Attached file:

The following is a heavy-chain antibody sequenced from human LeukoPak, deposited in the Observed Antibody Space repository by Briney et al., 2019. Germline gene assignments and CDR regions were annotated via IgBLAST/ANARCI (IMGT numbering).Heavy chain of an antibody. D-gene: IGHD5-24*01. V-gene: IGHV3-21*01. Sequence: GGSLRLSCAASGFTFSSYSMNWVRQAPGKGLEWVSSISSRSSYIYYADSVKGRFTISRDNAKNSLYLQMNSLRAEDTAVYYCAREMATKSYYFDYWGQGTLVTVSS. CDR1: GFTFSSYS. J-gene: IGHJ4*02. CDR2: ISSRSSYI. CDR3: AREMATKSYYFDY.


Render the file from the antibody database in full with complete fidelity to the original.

The following is a heavy-chain antibody sequenced from human LeukoPak, deposited in the Observed Antibody Space repository by Briney et al., 2019. Germline gene assignments and CDR regions were annotated via IgBLAST/ANARCI (IMGT numbering).Heavy chain of an antibody. D-gene: IGHD5-24*01. V-gene: IGHV3-21*01. Sequence: GGSLRLSCAASGFTFSSYSMNWVRQAPGKGLEWVSSISSRSSYIYYADSVKGRFTISRDNAKNSLYLQMNSLRAEDTAVYYCAREMATKSYYFDYWGQGTLVTVSS. CDR1: GFTFSSYS. J-gene: IGHJ4*02. CDR2: ISSRSSYI. CDR3: AREMATKSYYFDY.